14. Bill Payne says:

    I really don’t disagree with your comments as they pertain to the two of you. A lot depends, not only on the number of people, but the circumstances that come into play. Case in point would be coupons. One would have to consider how much time they really have to devote to coupon cutting and saving and how valuable their time is. Since I am in construction, I only mess with coupons during our slow time in the winter.

  15. Cindy M says:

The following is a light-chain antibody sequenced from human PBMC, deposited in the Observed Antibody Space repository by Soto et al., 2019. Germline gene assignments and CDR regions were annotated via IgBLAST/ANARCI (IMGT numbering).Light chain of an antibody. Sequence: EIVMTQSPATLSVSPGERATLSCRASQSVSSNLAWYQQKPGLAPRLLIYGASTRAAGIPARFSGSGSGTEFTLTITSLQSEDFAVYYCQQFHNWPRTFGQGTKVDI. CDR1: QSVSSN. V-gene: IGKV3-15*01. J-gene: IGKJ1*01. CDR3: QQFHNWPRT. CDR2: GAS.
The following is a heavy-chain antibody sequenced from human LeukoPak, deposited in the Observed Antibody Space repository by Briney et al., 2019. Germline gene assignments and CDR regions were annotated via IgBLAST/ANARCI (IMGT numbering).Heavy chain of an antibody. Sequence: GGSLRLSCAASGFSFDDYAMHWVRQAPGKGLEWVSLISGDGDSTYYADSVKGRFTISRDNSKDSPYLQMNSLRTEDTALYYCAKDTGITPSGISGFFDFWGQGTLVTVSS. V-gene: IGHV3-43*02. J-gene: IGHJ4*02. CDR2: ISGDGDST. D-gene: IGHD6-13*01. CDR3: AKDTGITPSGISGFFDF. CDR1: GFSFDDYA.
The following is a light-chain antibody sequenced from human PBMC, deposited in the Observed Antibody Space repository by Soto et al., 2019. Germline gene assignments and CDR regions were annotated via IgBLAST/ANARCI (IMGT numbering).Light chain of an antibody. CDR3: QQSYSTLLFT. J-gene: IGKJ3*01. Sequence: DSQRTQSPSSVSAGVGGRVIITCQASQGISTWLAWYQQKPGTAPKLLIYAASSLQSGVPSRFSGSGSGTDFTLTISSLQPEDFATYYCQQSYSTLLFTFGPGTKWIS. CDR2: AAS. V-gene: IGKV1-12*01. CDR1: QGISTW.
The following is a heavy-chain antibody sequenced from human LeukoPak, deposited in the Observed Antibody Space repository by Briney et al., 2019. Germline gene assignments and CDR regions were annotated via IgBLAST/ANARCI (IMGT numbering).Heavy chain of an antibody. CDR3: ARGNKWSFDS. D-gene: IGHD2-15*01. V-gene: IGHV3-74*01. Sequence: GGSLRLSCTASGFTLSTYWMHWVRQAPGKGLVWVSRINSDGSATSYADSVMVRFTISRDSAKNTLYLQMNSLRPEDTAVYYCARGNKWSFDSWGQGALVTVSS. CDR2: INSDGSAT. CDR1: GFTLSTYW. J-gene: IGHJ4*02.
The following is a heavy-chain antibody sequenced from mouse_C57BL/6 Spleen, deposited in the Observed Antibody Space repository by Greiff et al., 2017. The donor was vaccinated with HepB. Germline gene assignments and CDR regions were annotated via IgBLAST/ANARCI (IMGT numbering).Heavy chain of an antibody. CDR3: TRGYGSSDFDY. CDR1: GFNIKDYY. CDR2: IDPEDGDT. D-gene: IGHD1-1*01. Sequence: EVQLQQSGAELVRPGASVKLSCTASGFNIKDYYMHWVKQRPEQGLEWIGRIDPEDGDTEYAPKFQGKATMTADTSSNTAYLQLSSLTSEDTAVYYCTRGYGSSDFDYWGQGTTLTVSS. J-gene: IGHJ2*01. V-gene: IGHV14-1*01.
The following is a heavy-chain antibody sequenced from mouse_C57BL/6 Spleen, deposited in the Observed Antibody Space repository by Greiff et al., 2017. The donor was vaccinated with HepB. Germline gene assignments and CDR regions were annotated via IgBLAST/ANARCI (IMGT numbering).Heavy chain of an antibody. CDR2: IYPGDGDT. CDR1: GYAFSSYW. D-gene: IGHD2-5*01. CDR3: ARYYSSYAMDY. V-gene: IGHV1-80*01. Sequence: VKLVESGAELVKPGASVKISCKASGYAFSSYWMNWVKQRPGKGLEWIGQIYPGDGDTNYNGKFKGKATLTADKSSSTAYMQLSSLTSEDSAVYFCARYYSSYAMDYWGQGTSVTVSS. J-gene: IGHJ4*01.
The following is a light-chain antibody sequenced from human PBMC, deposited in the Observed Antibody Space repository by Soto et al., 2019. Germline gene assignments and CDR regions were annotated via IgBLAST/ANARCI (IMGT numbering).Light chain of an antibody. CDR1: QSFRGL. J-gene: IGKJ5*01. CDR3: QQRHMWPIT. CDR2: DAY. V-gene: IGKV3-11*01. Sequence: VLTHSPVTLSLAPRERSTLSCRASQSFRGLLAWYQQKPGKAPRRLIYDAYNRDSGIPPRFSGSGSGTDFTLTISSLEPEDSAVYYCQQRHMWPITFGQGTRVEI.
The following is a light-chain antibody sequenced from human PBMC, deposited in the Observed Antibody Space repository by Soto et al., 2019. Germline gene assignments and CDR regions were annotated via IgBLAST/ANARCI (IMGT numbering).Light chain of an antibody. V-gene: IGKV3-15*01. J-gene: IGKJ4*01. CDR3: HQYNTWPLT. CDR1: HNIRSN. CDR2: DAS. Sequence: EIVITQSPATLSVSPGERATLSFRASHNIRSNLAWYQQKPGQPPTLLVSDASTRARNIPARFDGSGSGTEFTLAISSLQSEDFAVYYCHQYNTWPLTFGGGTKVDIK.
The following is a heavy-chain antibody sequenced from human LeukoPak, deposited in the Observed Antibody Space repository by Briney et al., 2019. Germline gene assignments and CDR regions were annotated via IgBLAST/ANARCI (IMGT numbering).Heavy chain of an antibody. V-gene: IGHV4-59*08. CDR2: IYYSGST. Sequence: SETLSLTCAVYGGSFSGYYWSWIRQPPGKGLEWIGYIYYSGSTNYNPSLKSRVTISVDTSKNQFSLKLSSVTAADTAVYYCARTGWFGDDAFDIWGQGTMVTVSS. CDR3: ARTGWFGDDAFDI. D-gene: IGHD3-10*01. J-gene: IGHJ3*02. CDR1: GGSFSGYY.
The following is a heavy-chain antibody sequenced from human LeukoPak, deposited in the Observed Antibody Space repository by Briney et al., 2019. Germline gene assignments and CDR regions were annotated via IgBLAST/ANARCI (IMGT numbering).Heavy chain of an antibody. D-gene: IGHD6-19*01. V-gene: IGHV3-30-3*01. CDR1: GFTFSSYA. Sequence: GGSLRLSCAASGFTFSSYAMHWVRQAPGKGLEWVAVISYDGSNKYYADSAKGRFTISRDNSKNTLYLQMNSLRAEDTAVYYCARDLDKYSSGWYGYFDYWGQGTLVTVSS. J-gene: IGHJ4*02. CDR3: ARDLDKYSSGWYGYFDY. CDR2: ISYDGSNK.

Wow, I identify with much of what you say. I cut coupons for household goods for years but found I always, always end up buying more than necessary and coupons kept me thinking about shopping all the time, kind of foolish if your real goal is to kill the consumer mindset and slow down, which is what I’m after. I’m generic now for most of what I need, don’t truly need that much but will stock up a bit on a few things. Eating out for me is maybe once a week lunches, dollar menu, a 2-for-1 deal or freebie that my running buddy and I split while we’re out running errands, something we don’t like to fix at home; we actually bring our own drinks, how’s that for cheap? For the most part, I do my own cooking and am pretty darn good at it. I don’t get mad at myself for leaving lights on anymore as mine are small ones in corners or windows at night all over the house in the winter. I’m doing budget utility bills right now but am thinking about going back the other way, makes better sense to me with my habits. I do all laundry in cold water. I leave my furnace turned at 68 during the day in the winter, turn it down to 65 at night or when I leave the house. My new thing is I’m sick of buying kleenex so decided to buy some of the old time ladies hankies at a dollar store, ditto using nice cloth napkins now for dinner instead of buying so many paper towels. This is working nicely. Again, my goal is to do less and less shopping of any kind unless it’s absolutely necessary.